Easter isn't over yet, at least not for Catholics. The Easter season will end this year on May 27 when the Church will celebrate Pentecost.
Instead of taking a lunch break, I go to mass daily at St. Patrick's Cathedral. It's a blessing to work six blocks from the place I consider to be the most beautiful and sacred space in Manhattan. As the early April days warmed, I would walk back to my office and delight upon the display of bunny rabbits in the windows of the Brooks Brothers store. The white rabbits were to me a symbol and a welcome visual as I collected my thoughts to enter the building where I work.
Easter isn't over but the bunnies are gone now.
Something about this is profoundly devastating for me. Perhaps it is because the situation reminds me of that moment in Brideshead Revisited when Sebastian Flyte recounts how he misplaced his teddy bear, Aloysius. He says, "I took Aloysius and left him behind I didn't know where. I prayed like mad to St. Anthony of Padua that morning, and immediately after lunch there was Mr. Nichols at Canterbury Gate with Aloysius in his arms, saying I'd left him in his cab."
No matter how much I might pray to St. Anthony of Padua, I highly doubt I'll see those bunnies again. They've been sacrificed to Baal for the sake of new displays pushing more products in the American WASP tradition.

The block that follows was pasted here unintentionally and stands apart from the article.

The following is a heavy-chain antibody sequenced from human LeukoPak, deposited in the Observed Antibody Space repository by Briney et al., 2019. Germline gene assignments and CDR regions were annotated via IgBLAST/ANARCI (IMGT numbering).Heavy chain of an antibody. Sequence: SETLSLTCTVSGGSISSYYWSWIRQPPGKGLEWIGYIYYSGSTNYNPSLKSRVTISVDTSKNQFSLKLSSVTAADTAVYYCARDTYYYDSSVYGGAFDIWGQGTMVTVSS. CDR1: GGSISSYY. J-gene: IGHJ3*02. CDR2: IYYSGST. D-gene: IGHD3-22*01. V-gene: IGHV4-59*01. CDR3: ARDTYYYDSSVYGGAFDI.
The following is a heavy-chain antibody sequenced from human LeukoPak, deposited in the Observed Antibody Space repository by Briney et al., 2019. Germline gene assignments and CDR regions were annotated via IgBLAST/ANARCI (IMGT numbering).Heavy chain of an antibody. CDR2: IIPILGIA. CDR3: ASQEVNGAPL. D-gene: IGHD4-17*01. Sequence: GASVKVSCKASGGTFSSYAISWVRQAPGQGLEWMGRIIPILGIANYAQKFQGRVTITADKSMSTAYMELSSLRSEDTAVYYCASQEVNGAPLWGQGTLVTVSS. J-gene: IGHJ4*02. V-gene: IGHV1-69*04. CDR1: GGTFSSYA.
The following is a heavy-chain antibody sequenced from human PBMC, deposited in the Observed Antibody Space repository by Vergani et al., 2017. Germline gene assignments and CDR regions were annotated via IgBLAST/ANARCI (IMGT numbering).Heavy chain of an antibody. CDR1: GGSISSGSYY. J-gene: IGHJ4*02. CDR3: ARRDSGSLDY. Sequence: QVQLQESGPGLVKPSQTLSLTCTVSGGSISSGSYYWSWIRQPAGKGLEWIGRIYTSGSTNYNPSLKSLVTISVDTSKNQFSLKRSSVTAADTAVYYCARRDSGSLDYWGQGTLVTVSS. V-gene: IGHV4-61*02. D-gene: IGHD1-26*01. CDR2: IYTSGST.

Despite enduring capitalism's abuse of yet another Christian holiday this past week, I'm still enjoying the Easter liturgy. Since Easter started and until it ends in May, the first reading on practically every day, has been and will be from the Acts of the Apostles, the fifth book of the New Testament and the first book after the four Gospels, which open the New Testament. The Acts of the Apostles narrates the stories of what happened after the crucifixion to the people who followed Jesus while he was alive. The zeal of Jesus's first followers sets a mighty example for today's Christians who cannot boast of experiencing the kinds of miraculous manifestations of the Holy Spirit that are said to have taken place at the time chronicled in the Acts of the Apostles.
On April 15, the second Sunday of Easter, I was thrilled by the first reading at mass:
The community of believers was of one heart and mind,
and no one claimed that any of his possessions was his own,
but they had everything in common.
With great power the apostles bore witness
to the resurrection of the Lord Jesus,
and great favor was accorded them all.
There was no needy person among them,
for those who owned property or houses would sell them,
bring the proceeds of the sale,
and put them at the feet of the apostles,
and they were distributed to each according to need.